The Overture Group’s Brandi Mueller talks with Nate about the risks and rewards of starting your own business during a recent recording session at the CBJ headquarters. PHOTO ADAM MOORE

 

Sponsored by MidWestOne Bank, this is the latest edition of the CBJ’s new podcast feature with Nate Kaeding and notable Iowa business and cultural leaders, available first to CBJ members. Listen to this episode below, and subscribe on Spotify, iTunes, Google Play and SoundCloud.

By Nate Kaeding
news@corridorbusiness.com

In an economy with historically low unemployment, a re­gion with tough workforce shortages, and a search and hir­ing culture filled with stories of “job interview ghosting,” Brandi Mueller understands hir­ing challenges better than most.

She’s managing director and a founding partner of The Overture Group, a Cedar Rap­ids-based search and compen­sation consulting firm, and has built a career on helping oth­ers build theirs. She’s one part counselor, one part master net­worker and one part voice of rea­son — a level-headed ally there to take the emotion out of big life decisions and help candidates weigh the risks and rewards. Will I be a fit within the cor­porate culture? Will the job be challenging and allow for growth? How will it affect my family?

It’s a skillset she’s developed since her formative years at the University of Northern Iowa and McGladrey & Pullen (now RSM US LLP), and one honed during some difficult career choices of her own, which included taking the leap to start The Overture Group back in 2010. We talked about her own career progression, the importance of timing and honesty, and the business decisions she’d take back if she could. 

Brandi, you’re in the business of people. Have you always been a people person, if you think back to your childhood and upbringing?

The short answer is yes, but it was a learned behavior. I hands down got it from my parents — watching my par­ents and my grandparents, watching them work rooms. So, it’s a learned behavior I got from them.

What are some of your memories growing up? Were your parents or grandparents business people?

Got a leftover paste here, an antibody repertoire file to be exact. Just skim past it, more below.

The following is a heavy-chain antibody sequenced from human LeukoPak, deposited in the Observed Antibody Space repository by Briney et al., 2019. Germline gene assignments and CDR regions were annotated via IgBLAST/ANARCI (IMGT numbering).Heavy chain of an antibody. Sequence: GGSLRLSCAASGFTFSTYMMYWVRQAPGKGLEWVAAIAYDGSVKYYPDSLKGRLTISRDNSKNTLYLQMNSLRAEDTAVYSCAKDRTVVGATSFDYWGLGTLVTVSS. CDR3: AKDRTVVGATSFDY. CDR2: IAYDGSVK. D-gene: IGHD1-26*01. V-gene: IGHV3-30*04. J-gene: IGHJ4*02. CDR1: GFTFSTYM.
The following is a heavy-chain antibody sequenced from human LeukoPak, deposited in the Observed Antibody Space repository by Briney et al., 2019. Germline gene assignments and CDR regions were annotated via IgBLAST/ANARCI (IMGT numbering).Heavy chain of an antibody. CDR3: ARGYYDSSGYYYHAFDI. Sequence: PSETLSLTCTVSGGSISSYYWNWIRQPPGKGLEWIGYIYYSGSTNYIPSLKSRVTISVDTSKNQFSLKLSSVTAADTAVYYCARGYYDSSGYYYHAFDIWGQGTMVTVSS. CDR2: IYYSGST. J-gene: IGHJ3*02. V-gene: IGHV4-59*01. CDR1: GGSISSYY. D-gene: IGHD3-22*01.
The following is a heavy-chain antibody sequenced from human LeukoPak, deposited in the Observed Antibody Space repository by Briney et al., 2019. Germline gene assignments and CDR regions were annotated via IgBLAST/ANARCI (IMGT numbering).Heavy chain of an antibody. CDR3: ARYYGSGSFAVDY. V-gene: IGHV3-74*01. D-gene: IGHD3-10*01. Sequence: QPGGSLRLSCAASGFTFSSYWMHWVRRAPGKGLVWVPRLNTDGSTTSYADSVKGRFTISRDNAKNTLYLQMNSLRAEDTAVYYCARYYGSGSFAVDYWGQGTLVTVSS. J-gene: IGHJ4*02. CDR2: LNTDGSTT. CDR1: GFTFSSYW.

I grew up on a farm in southeast Iowa – business peo­ple, absolutely. Entrepreneurs, absolutely. They just didn’t work on the farm. They were involved in the community, they were involved in the church, advocating for agricul­ture at the local level and the state level. I even remember my dad going out to [Washington,] D.C., and lobbying out in D.C., too.

What are some other memories of growing up on the farm? You were prob­ably pitching in at an early age, chasing down chickens and milking cows.

We didn’t have chickens or dairy cows. We did have animals, but one of the things that I remember growing up is that I didn’t have the luxu­ry of sleeping in.

Did you have a rooster?

No, I had my dad coming into my room saying, “get out of bed, it’s time to get up.” He didn’t like watching us not busy. We all had to play a part in making the farm operate. I will tell you that I grew up on a farm, and I’m proud of my farming roots, but I only drove a tractor once. It’s just not something I did. But I played a part. Every Saturday, I cleaned all the cars. I took part in the planting season and helped get vehicles where they needed to go.

Talk a bit about your journey through college. Where did you go to school?

So, I graduated high school in ‘94, then went to the Uni­versity of Northern Iowa. My dad would tell people that I got my degree in social networking, before social net­working was thing. My college roommates hated it, but he would call me Friday morning and say, “How was Shar­key’s last night, honey?” It was a skill that served me well. I was always networking and that was fun in college, but it also was a way of getting to know people.

Read the full interview with Brandi Mueller in the April 1 print or digital editions of the CBJ. Not a CBJ member? Join today.